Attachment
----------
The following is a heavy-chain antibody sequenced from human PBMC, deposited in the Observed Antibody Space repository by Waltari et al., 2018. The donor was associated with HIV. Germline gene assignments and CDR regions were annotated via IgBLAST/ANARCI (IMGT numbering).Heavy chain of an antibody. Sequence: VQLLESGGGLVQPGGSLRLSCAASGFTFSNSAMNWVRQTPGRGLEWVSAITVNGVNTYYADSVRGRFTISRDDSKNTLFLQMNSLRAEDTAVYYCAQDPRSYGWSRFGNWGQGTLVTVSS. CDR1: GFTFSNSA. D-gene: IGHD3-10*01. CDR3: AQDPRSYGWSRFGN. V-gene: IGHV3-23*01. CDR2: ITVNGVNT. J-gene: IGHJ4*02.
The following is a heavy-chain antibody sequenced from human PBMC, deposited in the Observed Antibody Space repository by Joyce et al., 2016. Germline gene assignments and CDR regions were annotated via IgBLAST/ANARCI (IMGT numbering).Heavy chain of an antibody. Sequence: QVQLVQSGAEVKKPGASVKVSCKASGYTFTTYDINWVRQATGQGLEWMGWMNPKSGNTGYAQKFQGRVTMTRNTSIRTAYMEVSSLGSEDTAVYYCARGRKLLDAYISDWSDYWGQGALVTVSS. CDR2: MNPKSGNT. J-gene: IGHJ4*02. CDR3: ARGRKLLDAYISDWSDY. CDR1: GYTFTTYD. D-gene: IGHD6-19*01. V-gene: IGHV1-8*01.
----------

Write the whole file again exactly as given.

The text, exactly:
The following is a heavy-chain antibody sequenced from human PBMC, deposited in the Observed Antibody Space repository by Waltari et al., 2018. The donor was associated with HIV. Germline gene assignments and CDR regions were annotated via IgBLAST/ANARCI (IMGT numbering).Heavy chain of an antibody. Sequence: VQLLESGGGLVQPGGSLRLSCAASGFTFSNSAMNWVRQTPGRGLEWVSAITVNGVNTYYADSVRGRFTISRDDSKNTLFLQMNSLRAEDTAVYYCAQDPRSYGWSRFGNWGQGTLVTVSS. CDR1: GFTFSNSA. D-gene: IGHD3-10*01. CDR3: AQDPRSYGWSRFGN. V-gene: IGHV3-23*01. CDR2: ITVNGVNT. J-gene: IGHJ4*02.
The following is a heavy-chain antibody sequenced from human PBMC, deposited in the Observed Antibody Space repository by Joyce et al., 2016. Germline gene assignments and CDR regions were annotated via IgBLAST/ANARCI (IMGT numbering).Heavy chain of an antibody. Sequence: QVQLVQSGAEVKKPGASVKVSCKASGYTFTTYDINWVRQATGQGLEWMGWMNPKSGNTGYAQKFQGRVTMTRNTSIRTAYMEVSSLGSEDTAVYYCARGRKLLDAYISDWSDYWGQGALVTVSS. CDR2: MNPKSGNT. J-gene: IGHJ4*02. CDR3: ARGRKLLDAYISDWSDY. CDR1: GYTFTTYD. D-gene: IGHD6-19*01. V-gene: IGHV1-8*01.